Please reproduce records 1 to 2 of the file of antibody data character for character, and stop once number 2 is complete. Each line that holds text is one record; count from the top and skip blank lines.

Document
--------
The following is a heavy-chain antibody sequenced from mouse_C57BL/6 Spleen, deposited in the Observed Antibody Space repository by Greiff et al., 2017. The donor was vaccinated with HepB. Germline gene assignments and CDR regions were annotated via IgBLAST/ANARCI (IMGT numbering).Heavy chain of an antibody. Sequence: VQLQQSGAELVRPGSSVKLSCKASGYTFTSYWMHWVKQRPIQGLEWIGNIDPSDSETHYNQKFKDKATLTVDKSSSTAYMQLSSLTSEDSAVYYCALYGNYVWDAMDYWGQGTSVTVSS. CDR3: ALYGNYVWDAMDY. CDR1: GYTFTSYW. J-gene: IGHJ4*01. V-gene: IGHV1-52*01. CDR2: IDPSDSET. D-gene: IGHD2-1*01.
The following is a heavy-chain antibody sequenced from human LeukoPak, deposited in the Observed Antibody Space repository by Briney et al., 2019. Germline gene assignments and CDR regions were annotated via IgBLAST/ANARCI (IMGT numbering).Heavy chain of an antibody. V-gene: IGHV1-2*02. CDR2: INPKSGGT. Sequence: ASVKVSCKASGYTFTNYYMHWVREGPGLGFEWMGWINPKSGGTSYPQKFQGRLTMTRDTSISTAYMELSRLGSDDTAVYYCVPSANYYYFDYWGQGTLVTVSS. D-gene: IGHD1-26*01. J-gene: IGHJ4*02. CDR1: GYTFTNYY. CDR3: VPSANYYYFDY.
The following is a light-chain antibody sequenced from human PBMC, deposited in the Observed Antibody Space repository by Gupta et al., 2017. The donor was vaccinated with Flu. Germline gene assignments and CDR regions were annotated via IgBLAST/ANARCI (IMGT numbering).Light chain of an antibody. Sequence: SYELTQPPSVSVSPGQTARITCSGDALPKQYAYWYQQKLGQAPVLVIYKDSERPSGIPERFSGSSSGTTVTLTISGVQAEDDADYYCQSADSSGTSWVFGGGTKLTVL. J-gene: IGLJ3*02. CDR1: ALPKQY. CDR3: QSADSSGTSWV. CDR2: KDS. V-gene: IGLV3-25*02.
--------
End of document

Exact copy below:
The following is a heavy-chain antibody sequenced from mouse_C57BL/6 Spleen, deposited in the Observed Antibody Space repository by Greiff et al., 2017. The donor was vaccinated with HepB. Germline gene assignments and CDR regions were annotated via IgBLAST/ANARCI (IMGT numbering).Heavy chain of an antibody. Sequence: VQLQQSGAELVRPGSSVKLSCKASGYTFTSYWMHWVKQRPIQGLEWIGNIDPSDSETHYNQKFKDKATLTVDKSSSTAYMQLSSLTSEDSAVYYCALYGNYVWDAMDYWGQGTSVTVSS. CDR3: ALYGNYVWDAMDY. CDR1: GYTFTSYW. J-gene: IGHJ4*01. V-gene: IGHV1-52*01. CDR2: IDPSDSET. D-gene: IGHD2-1*01.
The following is a heavy-chain antibody sequenced from human LeukoPak, deposited in the Observed Antibody Space repository by Briney et al., 2019. Germline gene assignments and CDR regions were annotated via IgBLAST/ANARCI (IMGT numbering).Heavy chain of an antibody. V-gene: IGHV1-2*02. CDR2: INPKSGGT. Sequence: ASVKVSCKASGYTFTNYYMHWVREGPGLGFEWMGWINPKSGGTSYPQKFQGRLTMTRDTSISTAYMELSRLGSDDTAVYYCVPSANYYYFDYWGQGTLVTVSS. D-gene: IGHD1-26*01. J-gene: IGHJ4*02. CDR1: GYTFTNYY. CDR3: VPSANYYYFDY.